To kick off 2023, I have been writing about people and organizations giving back to the community.
Readers enjoy seeing uplifting, positive stories. This week the Moody Foundation awarded $4.99 million to the Highland Park Independent School District (HPISD) in Dallas.
It was the latest in a long list of grants and scholarships awarded by the Texas-based Foundation that have helped organizations, groups, and students across Texas for 80 years.
Let’s take a look at the work they do.
The Moody Foundation
The Moody Foundation was chartered in 1942 in Texas by William Lewis Moody Junior and his wife, Libbie Rice Shearn Moody, to “benefit, in perpetuity, present and future generations of Texans.” It has since grown to be one of the largest private foundations in Texas, awarding grants across Texas to private colleges and universities, children’s health projects, preservation projects, and libraries.
The Foundation invests in “charitable projects that exhibit innovative ideas and make long-term improvements” in Texas communities. Funds can be used for historic restoration projects, performing arts organizations, and cultural programs; promotion of health, science, and education; community and social services; and the field of religion.
So far, they have awarded over 5,100 grants worth $2 billion to organizations in Texas.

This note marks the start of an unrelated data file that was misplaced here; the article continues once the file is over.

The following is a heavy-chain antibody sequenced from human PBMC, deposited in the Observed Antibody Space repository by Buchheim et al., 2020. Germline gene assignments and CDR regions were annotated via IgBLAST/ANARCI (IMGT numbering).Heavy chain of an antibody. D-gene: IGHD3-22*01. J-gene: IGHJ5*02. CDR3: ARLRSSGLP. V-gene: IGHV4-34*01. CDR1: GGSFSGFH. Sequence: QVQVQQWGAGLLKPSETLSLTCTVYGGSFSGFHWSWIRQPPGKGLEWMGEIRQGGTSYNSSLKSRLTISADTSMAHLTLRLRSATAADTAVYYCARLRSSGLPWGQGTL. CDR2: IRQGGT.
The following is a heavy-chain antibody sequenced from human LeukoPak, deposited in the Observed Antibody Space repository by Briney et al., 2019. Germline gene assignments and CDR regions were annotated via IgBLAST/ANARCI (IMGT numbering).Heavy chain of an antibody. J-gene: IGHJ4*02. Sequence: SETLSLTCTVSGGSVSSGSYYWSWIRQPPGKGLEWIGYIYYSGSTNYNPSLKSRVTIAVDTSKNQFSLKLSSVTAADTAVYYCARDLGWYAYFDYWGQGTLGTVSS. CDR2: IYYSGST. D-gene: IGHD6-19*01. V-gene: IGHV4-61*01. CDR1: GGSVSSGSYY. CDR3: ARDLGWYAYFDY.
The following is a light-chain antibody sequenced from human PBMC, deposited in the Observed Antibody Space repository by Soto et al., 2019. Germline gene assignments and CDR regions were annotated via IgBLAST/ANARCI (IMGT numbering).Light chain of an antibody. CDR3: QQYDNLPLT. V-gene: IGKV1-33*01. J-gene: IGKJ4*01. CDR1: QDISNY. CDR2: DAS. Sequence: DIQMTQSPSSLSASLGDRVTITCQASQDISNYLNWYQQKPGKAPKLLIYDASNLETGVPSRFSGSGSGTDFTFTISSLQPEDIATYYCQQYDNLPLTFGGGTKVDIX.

- Arts & Humanities
- Community & Social Services
In 1969 they established the Moody Scholars program. Since then, $23 million has been awarded in financial assistance to Texan students to attend college.
How to apply
Organizations that meet the legibility criteria can apply at any time. Trustees from the Foundation meet four times a year to consider grant awards. Information on grant applications can be found here.
Students wanting to apply for scholarships can check on the application criteria at this link.
Were you aware of the work being done by the Moody Foundation? What organizations in Texas would you like to see them support?
Please leave your thoughts in the comments below and share this article with others, so they are aware of the opportunities.
story by The Texas Tribune Source link